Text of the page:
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Remembering Rondo, The Twin Cities’ Razed African-American Neighborhood

rondo Combs Family Melvin Smith
Melvin Smith, Combs Family, 2013, paper collage, collection of the artists

By Adam Hencz

Civil Rights and integration started in that little community. Most Americans don’t know that, and we want them to know where integration truly started.
— Melvin Smith

Rondo, a Twin Cities’ neighborhood, was the cultural center of the African American middle class living in the area, forming a tight-knit, integrated community with immigrants from all over Europe. After the heyday of the neighborhood from the 1930s through the 1950s, it was demolished by the construction of Interstate 94 during the 1960s. The Rondo series, the most recent body of work by artist couple Rose and Melvin Smith reimagines their years living in the neighborhood whilst also documenting their experience of the African American story and the broader history of civil rights that most often accompanies such narratives.


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From the very beginning, Rondo was a haven for people of color and immigrants. The neighborhood was named after French Canadian Joseph Rondeau who sought refuge there from discrimination in the 1850s. In the following decades immigrants including German, Russian, Irish, Swedish, Norwegian and Jewish families found homes there. The National Association for the Advancement of Colored People (NAACP) established its Minnesota chapter in Rondo, and Roy Wilkins, later leader of the national NAACP and a prominent figure of the Civil Rights Movement, was raised by an aunt and uncle in that very neighborhood. African American newspapers such as the Appeal, the Northwestern Bulletin, and the St. Paul Recorder were founded here, representing Rondo’s interests, which at the time were both reflective of and aligned with a wider civil rights agenda.

Melvin Smith, Dance Party, 2013
Melvin Smith, Dance Party, 2010, paper collage, collection of the artists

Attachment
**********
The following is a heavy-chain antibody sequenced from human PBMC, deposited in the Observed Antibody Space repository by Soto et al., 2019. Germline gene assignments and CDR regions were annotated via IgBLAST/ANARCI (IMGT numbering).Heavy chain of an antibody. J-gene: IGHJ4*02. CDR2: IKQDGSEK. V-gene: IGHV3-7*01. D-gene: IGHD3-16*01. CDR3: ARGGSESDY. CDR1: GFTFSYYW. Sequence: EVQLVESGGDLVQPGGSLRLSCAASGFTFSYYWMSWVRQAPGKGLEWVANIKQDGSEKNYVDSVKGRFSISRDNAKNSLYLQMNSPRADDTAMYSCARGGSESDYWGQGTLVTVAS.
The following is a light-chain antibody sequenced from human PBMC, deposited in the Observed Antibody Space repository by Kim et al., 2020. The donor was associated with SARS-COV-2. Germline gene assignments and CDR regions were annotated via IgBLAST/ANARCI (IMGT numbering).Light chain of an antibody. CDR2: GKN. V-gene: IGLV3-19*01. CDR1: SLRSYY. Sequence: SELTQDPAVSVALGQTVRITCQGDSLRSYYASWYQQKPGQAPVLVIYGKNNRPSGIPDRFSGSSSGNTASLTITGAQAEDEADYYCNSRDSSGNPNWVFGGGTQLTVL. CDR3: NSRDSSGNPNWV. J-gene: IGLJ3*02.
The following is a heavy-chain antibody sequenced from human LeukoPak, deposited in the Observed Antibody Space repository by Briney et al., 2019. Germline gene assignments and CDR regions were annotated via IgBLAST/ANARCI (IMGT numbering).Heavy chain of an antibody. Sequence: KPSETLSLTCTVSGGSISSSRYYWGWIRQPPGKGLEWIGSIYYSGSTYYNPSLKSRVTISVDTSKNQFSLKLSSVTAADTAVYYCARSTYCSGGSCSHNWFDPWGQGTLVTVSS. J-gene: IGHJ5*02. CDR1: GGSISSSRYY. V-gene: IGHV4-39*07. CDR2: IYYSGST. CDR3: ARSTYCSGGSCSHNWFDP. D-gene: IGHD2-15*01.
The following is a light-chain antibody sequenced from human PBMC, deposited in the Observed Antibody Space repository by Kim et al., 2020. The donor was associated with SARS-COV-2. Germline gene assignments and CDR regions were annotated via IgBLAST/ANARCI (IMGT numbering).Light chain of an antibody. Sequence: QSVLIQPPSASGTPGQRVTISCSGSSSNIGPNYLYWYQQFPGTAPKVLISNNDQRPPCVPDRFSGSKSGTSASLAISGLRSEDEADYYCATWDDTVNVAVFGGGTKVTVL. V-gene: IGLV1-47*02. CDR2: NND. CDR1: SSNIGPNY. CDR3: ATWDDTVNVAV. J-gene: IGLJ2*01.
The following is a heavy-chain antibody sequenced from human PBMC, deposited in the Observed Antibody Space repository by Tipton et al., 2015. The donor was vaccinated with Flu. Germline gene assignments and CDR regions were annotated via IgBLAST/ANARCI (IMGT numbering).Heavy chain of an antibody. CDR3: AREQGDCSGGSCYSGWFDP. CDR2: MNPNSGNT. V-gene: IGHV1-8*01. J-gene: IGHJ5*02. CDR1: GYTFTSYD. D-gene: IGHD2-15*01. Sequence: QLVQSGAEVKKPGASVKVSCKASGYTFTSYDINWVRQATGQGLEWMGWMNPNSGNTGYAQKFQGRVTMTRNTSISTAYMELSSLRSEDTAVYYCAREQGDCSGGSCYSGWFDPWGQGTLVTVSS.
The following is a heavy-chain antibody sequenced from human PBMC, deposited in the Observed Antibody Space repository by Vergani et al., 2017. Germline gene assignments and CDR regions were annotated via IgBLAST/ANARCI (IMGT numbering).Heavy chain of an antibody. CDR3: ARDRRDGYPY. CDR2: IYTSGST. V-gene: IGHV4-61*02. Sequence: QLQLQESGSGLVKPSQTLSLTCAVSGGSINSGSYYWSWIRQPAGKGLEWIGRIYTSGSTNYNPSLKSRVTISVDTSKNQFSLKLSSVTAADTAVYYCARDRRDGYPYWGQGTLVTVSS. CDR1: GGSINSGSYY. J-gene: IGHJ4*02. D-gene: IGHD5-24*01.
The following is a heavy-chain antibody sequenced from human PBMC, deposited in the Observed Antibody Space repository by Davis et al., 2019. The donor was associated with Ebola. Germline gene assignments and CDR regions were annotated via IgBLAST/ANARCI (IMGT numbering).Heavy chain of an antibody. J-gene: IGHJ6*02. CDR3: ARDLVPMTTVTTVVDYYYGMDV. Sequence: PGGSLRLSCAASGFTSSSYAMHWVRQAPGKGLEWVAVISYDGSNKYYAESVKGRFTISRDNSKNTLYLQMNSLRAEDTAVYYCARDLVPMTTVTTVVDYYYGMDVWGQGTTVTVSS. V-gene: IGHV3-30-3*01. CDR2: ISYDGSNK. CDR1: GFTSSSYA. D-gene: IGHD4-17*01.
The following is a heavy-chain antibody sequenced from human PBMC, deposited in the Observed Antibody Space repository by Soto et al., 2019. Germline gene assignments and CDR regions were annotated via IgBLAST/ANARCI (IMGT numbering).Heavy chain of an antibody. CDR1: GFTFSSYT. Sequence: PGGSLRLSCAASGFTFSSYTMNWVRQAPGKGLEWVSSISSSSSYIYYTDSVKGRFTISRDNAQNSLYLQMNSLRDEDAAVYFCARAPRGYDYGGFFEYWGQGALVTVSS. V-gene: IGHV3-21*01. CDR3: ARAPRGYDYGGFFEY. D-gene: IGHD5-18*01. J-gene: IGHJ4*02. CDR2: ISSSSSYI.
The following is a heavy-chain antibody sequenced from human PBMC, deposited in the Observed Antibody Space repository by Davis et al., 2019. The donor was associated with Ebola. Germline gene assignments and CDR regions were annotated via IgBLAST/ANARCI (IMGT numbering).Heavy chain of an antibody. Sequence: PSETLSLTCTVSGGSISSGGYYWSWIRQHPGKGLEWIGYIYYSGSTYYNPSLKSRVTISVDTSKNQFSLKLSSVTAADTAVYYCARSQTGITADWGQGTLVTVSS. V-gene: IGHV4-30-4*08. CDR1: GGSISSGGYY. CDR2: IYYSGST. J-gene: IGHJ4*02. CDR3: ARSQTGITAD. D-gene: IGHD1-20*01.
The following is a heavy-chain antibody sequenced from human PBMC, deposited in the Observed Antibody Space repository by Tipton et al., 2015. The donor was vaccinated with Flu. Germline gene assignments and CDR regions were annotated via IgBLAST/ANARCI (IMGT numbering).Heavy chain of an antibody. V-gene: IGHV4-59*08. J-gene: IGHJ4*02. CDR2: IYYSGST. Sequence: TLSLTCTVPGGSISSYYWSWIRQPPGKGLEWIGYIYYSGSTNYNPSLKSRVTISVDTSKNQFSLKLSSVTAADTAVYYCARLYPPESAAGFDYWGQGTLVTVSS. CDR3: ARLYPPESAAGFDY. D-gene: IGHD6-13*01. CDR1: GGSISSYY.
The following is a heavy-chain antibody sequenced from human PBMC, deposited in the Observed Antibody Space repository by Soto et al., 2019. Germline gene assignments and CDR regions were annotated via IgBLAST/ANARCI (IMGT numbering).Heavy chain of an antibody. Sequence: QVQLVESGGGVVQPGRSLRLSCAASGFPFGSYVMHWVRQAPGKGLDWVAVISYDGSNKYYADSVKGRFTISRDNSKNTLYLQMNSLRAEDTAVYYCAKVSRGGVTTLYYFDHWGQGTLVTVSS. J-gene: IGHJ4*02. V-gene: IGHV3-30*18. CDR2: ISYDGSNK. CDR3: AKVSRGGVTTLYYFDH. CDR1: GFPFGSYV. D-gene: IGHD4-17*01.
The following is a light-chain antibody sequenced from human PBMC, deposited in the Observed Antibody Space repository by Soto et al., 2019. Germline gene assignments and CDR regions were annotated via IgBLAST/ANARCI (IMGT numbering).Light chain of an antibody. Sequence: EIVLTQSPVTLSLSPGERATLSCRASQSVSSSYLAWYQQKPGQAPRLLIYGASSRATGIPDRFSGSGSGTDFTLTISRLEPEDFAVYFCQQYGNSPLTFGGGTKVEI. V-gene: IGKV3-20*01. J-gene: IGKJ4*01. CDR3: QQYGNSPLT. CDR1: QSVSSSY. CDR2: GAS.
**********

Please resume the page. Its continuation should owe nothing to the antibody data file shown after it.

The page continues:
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Music and theater flourished, integrated schools provided a relatively high level of education and even in the Jim Crow era people mixed quite freely, interracial dating and even marriage would take place. This openness drew in many African Americans migrating away from southern states, where they had faced the striking violence of intense racial prejudice. By the 1930s the neighborhood became the backbone and cultural center of the African American middle and working class with its vibrant social clubs, religious denominations and community centers.

Basketball at Central High School Grounds (2013) by Melvin Smith
Melvin Smith, Basketball at Central High School Grounds, 2013, paper collage, collection of the artists

The Oklahoma native Melvin Smith would go on to join the United States Marine Corps in Minnesota and later enrolled as a journalism student at the University of Minnesota in Minneapolis-Saint Paul. Rose moved to Minnesota when she was seven and at that time was studying visual arts and taking studio art classes at the university to further her knowledge and practical skills. The two met in 1963 on a blind date and the couple became married almost immediately afterward. As Melvin remembers, he fell in love with Rose’s art first, but soon after fell for the woman who made it.